Walk a mile in my shoes!
One of my first symptom was foot drop you take a step and for some reason the tip of your foot does not lift high enough to clear obstacles it catches on everything. In the beginning it was just simply an annoyance not much of anything else I felt like a klutz.
This was at a time when I had no idea what MS was other than they sold carnations once a year, that was the extent of my knowledge so naturally I blamed my shoes went out and purchased a pair of Rockports, of course the symptom remained and in my ignorance I purchased a second pair just in case, denial?
I found that I was wearing out the tip of my shoe much faster than normal if you looked at the sole you could tell exactly where my foot was dragging. You must remember this was at the very beginning I had absolutely no idea what an AFO was hadn't even visited my family physician at this point. Seeking the advice of a local cobbler he glued a thick piece of leather wear my shoe was worn, in order to bring the sole up to its normal state the leather must have been 1/2 to 3/4 of an inch thick, great yet it lasted for less than a week. I decided to try using 24-hour epoxy, turning the shoes upside down making certain they were level I would fix a piece of masking tape along the edge of the shoe making certain that the tape extended well beyond the normal height of the sole. After carefully mixing the epoxy it would be poured onto the sole where the wear had occurred, with the shoe level and upside down of course with masking tape holding everything in place it was fairly easy to add the amount required in order to fill the gap, 24 hours later I'd remove the tape cut or file the excess and voila a repair which allowed the tip of my shoe to slide on whatever surface it encountered thereby solving my immediate problem. Every two or three months this procedure needed repeating as the glue would eventually crack and fall a more permanent solution was required.
In her last few years my mom suffering from dementia lived at a residence in Erin Mills, Mississauga. There I met a woman whose hobby before MS was curling, she spoke of some type of material the curling shoe manufacturer glued to the bottom sole of one shoe which was meant to slide on the ice. This was fixed to one shoe only as the other one was meant to grip the ice surface.
At first I must say the manufacturer was hesitant as they normally receive shoes from clients apply the material to the bottom of the right shoe and return it to the client, after all left their business. It wasn't surprising they did not sell the material on a retail basis especially for my intended use however after explaining my situation to the manager he agreed sell me a small piece approximately 8 x 10 permitting me to experiment with this new material.It's quite difficult to cut yet easy to install once it is, there is a side with brown lettering where the contact cement is applied and also applied to the bottom of the shoe, when both pieces are dry day bond immediately upon touch. After careful consideration and inspection of the wear my foot drop was causing to my brand-new Rock Ports I decided to cover half of the sole.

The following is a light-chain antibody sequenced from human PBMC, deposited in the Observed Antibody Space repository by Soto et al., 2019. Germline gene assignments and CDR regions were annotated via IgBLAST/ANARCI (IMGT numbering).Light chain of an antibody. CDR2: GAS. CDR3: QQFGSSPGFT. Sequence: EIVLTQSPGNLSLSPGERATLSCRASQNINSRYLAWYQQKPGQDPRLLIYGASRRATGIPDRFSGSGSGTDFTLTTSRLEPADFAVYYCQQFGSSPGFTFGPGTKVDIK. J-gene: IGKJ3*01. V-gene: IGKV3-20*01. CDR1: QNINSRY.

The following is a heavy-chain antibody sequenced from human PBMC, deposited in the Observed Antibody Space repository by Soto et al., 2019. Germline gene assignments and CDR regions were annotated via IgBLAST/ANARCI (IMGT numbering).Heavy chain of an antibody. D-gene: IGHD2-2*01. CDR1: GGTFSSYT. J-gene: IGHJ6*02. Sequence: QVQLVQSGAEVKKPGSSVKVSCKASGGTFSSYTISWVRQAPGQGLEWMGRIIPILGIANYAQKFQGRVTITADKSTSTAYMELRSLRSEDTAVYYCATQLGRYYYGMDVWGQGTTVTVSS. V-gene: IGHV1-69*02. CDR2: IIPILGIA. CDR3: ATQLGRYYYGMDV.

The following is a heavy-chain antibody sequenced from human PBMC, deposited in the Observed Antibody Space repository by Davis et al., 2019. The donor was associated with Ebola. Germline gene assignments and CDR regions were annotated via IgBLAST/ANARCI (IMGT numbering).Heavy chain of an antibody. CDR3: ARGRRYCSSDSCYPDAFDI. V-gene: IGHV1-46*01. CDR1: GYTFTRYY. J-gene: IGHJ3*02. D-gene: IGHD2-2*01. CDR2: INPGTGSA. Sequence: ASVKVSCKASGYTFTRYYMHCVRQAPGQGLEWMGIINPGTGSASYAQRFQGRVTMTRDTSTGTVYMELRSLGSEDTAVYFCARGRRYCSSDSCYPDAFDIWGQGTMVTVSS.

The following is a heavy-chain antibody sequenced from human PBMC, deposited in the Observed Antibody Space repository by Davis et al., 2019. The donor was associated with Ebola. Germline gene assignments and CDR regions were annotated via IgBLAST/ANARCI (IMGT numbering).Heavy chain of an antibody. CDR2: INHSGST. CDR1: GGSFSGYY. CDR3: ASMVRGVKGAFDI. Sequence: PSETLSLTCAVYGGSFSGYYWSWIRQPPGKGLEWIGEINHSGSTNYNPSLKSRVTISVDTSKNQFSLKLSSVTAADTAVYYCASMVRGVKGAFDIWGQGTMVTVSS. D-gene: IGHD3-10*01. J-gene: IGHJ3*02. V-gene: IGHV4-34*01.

Our two-story home in Georgetown Ontario had 16 carpeted steps between the first and second floor, I was on the second when I tried my shoe on for the first time quite honestly I don't remember my trip down the stairs as it occurred with lightning speed luckily I did not cause injury but I certainly learned my lesson.
This necessitated a trip back to the drawing board and the picture you see of my shoe at the top of this post was the end result. Covering a small portion corresponding to the wear sufficed anything more was overkill, pun intended. This material glides plain and simple and best of all one application outlasted the life of the shoe.As with everything else this worked for some time yet eventually I had to utilize a cane for support as well as that material on the tip of my right shoe, on one of our trips to Mexico we met a gentleman who also had MS he showed me this thing he was wearing called an AFO "articulated foot orthotic" it seemed fantastic, on my next visit to the neurologist I casually mentioned the device as he nonchalantly glanced at me and asked "would you like one?"
Now here was a neurologist who saw me struggling to his office every few months having difficulty etc. etc. etc. you would think he would of thought of offering an assistive device which would have helped me but no I had to travel to Mexico in order to meet a gentleman from Florida to learn about this device. Soon after a cast of my foot was made I will always remember that first step with the articulated foot orthotic, it felt as if I was walking on air absolutely fabulous. I would venture to say it added several years to my ability to walk.
This experience allowed me to make another conclusion, the more letters following the doctor's name the less they are in touch with reality. There I feel better now.
Have a great day I know I will